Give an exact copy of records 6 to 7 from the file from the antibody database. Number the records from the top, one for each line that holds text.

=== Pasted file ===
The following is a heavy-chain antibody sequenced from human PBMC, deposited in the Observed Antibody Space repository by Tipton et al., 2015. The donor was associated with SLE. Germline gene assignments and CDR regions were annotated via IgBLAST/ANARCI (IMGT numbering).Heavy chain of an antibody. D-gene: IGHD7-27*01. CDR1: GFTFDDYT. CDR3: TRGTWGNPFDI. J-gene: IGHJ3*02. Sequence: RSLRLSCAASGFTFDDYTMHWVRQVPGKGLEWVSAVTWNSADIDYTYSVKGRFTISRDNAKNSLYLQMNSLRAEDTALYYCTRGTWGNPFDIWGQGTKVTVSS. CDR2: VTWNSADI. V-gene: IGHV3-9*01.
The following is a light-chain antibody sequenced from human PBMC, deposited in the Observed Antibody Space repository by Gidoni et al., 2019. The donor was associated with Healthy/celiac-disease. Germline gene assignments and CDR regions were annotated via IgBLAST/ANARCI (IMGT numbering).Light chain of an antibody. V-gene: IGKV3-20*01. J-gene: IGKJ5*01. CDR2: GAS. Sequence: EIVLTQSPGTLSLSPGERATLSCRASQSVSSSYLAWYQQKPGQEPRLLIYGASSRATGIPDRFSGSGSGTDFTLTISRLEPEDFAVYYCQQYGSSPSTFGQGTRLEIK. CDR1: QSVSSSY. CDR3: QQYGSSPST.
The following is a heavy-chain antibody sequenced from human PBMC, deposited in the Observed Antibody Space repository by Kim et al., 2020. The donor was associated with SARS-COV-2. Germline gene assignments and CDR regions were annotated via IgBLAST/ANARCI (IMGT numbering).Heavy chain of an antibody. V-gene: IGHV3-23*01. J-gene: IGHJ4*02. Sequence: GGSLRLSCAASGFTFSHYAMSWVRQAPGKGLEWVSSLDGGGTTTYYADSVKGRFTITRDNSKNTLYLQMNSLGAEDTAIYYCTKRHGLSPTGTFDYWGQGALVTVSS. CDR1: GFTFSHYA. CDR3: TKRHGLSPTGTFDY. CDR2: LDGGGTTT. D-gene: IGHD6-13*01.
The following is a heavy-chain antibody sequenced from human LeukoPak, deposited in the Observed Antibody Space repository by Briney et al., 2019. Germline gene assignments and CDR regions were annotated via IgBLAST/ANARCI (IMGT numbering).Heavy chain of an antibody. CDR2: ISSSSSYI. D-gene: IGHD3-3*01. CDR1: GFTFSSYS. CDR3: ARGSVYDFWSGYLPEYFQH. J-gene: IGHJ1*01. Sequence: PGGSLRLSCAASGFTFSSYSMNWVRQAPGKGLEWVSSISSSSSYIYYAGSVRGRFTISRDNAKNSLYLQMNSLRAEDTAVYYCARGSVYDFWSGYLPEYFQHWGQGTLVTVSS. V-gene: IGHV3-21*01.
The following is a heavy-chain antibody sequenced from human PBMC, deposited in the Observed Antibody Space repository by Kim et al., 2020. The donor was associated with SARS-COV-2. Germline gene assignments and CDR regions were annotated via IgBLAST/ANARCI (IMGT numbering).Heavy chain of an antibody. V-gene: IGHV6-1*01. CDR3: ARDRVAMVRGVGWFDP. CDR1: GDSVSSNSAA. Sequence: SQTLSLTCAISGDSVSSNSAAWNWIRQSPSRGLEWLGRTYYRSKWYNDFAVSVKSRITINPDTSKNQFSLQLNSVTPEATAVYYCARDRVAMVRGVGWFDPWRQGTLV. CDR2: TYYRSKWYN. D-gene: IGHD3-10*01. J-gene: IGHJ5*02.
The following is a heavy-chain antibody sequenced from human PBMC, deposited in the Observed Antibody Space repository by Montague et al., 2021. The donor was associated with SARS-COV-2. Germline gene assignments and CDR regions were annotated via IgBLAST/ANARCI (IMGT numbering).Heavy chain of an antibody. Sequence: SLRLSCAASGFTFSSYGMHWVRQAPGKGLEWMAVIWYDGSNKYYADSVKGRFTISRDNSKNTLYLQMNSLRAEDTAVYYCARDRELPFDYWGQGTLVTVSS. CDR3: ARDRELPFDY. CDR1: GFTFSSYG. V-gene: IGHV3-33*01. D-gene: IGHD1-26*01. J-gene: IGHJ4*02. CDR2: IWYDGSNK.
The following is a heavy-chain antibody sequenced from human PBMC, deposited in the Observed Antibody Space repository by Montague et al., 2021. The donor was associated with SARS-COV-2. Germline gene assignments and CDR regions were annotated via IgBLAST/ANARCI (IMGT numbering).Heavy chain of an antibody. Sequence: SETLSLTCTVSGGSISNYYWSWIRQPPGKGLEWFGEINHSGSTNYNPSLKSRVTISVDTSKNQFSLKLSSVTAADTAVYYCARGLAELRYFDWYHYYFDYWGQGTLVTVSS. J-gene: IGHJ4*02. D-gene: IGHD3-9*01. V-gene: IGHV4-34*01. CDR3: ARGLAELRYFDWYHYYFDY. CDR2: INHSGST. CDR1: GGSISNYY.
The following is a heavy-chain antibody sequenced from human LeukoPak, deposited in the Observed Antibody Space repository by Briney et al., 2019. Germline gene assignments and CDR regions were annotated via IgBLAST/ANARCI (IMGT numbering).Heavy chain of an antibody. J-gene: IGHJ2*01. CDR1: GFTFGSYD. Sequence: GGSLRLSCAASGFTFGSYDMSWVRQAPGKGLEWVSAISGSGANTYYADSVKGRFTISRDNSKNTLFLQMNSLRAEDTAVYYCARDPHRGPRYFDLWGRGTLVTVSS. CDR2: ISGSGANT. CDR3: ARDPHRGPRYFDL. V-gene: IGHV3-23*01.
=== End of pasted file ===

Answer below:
The following is a heavy-chain antibody sequenced from human PBMC, deposited in the Observed Antibody Space repository by Montague et al., 2021. The donor was associated with SARS-COV-2. Germline gene assignments and CDR regions were annotated via IgBLAST/ANARCI (IMGT numbering).Heavy chain of an antibody. Sequence: SLRLSCAASGFTFSSYGMHWVRQAPGKGLEWMAVIWYDGSNKYYADSVKGRFTISRDNSKNTLYLQMNSLRAEDTAVYYCARDRELPFDYWGQGTLVTVSS. CDR3: ARDRELPFDY. CDR1: GFTFSSYG. V-gene: IGHV3-33*01. D-gene: IGHD1-26*01. J-gene: IGHJ4*02. CDR2: IWYDGSNK.
The following is a heavy-chain antibody sequenced from human PBMC, deposited in the Observed Antibody Space repository by Montague et al., 2021. The donor was associated with SARS-COV-2. Germline gene assignments and CDR regions were annotated via IgBLAST/ANARCI (IMGT numbering).Heavy chain of an antibody. Sequence: SETLSLTCTVSGGSISNYYWSWIRQPPGKGLEWFGEINHSGSTNYNPSLKSRVTISVDTSKNQFSLKLSSVTAADTAVYYCARGLAELRYFDWYHYYFDYWGQGTLVTVSS. J-gene: IGHJ4*02. D-gene: IGHD3-9*01. V-gene: IGHV4-34*01. CDR3: ARGLAELRYFDWYHYYFDY. CDR2: INHSGST. CDR1: GGSISNYY.